Monthly Archives: March 2014

A two-piece baseball bat?

“Where do you get all your ideas?” readers of Work of Art ask me occasionally. The main thing is having a good memory, although all my siblings insist that accounts I relate about our childhood favor me.

Except for obvious, grotesque exaggerations, I go by what I remember. And no, the many nuns I’ve Christened in my almost 600 columns might not have had exactly those names, but that’s part of legitimate editorial puffery.

A classmate at Immaculate Conception School, Martin Suazo, shared some memories with me, although by necessity we see events from our particular perspective.

Let me explain:

On Friday there will appear our monthly Senior Profile, by writer Lupita Gonzales. We chose Martin Suazo because, as a life-long resident, he knows Las Vegas well. As a three-sport first-team player for the I.C. Colts, Martin helped us remain competitive. Continue reading

Anything for a laugh

An impressive new video on Facebook, the social medium on computers, aims in setting the right example for children. The brief video is quite graphic, something I wouldn’t recommend showing my youngest granddaughters.

It shows a woman going up an escalator, being tagged by her daughter. As they reach the upper level, the mom discards a cigarette butt, and the child, probably no more than 5 years old, does the same. (I seriously doubt the child ever took a drag on the cigarette — it was probably just a prop. Nevertheless, having the child shown holding the smoked cigarette, and then littering with it, makes a point).

The video includes a potpourri of “things parents pass on to their children.” It features a domestic beating, road rage, more littering, the use of obscene language and gestures, and more. The message is that children learn from grownups.

Coincidentally, about two weeks ago, I stopped to take a group photo of some youngsters. The photo wasn’t for publication but for the group’s personal collections. What did I see in the back row? It was a kid flipping off whoever would eventually look at the picture. Continue reading

They played oompah style

Only a few weeks ago, I wrote a column titled, “Your computer is toast.” It described my elation over having acquired a genuine computer to help me teach journalism classes at Highlands.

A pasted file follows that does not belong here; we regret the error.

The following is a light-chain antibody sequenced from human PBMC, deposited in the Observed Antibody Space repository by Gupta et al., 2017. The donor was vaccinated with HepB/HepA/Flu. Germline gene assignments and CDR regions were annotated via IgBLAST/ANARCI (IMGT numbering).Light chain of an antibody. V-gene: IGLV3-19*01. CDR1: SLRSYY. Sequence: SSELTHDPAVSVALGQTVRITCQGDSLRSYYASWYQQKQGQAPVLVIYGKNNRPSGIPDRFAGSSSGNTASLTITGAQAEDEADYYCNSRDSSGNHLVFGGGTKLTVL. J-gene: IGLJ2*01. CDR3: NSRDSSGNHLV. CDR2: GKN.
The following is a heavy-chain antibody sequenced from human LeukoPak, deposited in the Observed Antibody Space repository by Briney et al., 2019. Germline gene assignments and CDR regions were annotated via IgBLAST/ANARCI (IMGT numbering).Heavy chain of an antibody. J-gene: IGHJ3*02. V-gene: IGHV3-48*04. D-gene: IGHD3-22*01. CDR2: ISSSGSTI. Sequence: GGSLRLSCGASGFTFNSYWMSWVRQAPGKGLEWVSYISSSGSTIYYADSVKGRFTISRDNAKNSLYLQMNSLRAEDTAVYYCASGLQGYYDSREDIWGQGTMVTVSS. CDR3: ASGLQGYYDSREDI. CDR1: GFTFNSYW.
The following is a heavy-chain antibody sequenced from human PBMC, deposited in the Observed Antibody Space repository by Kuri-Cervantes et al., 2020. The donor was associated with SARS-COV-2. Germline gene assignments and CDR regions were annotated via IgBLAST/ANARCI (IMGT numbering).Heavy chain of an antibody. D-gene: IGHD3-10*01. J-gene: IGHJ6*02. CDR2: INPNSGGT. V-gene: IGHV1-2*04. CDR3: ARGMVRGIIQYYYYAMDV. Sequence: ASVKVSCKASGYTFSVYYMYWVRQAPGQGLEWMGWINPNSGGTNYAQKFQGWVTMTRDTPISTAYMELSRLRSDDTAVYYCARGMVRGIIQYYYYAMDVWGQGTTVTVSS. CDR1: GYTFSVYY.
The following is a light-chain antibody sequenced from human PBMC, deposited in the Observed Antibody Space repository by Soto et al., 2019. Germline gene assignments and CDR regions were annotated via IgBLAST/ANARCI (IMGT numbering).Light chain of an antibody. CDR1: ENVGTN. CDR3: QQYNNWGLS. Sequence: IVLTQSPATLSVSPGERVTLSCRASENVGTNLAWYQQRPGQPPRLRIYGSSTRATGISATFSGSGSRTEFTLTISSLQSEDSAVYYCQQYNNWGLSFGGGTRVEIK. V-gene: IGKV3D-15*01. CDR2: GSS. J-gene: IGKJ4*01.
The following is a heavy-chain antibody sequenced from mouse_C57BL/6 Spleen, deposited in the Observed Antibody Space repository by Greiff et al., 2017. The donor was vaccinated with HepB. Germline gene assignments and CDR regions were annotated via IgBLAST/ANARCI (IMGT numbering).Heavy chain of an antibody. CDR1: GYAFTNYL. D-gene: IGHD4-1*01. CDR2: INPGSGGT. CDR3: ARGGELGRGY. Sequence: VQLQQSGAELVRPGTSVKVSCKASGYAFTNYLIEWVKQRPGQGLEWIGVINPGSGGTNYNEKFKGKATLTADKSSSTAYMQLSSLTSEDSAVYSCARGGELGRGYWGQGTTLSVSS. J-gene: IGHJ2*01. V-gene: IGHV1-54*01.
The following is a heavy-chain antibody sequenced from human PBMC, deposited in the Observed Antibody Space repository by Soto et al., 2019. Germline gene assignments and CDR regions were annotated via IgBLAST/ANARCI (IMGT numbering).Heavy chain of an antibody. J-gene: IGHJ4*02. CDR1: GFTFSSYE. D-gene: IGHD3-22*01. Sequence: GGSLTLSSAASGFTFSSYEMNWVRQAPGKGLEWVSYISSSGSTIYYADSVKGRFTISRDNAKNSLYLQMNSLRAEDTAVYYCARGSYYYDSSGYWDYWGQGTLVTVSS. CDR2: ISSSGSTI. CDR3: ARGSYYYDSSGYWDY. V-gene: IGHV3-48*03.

I wrote about inviting my then-Highlands student son, Adam Stan to my office to show off the new arrival. He assures me to this day — about 30 years later — that he meant no disrespect in likening my new acquisition to a slice of soggy toast. And he assured me of his sincerity by giving me his own tour of much more up-to-date hardware in the lab he used.

Crestfallen, I carried the pain of such a put-down for years, but Adam was right. The computer my department had acquired, built during the Punic Wars, was indeed toast by comparison. My consolation, however, is that what he showed me then, in 1985, now is toast, of antedeluvian quality compared to the equipment Highlands uses now.

A former Las Vegan, Al Sacoman, came across the “toast” column and accordingly forwarded me a photo of a computer lab that resembled an operating room. The gentlemen in the photo wear suits — none of those warmups with sweatshirt, with a laptop balanced on our navels, in their parents’ basement. Continue reading

No bang for our bucks

There can be no doubt — no doubt whatsoever — that Sandra Bullock ranks second in the pulchritude department. She’s gorgeous, just a step below Katherine Zeta Jones.

But let me explain:

I’m not one of those callow teenybopper reviewers who go gaga over anyone who’s relatively attractive. I’ve given up on inviting Marilyn Monroe into my dreams, to make room for KZJ, and in her absence, Sandra Bullock.

But the more I type these three names, the more I feel like the kind of dizzy fan I criticize.

So let’s end all this discussion about “crushes” held by septuagenarians.

Except for the following:

My wife and I saw “Gravity” (not the 3-D version) recently at a multi-plex theater in Santa Fe. Because of its two fine actors, George Clooney and Sandra Bullock, we looked forward to about 100 minutes of great dialogue, splendid special effects and a tight plot. Continue reading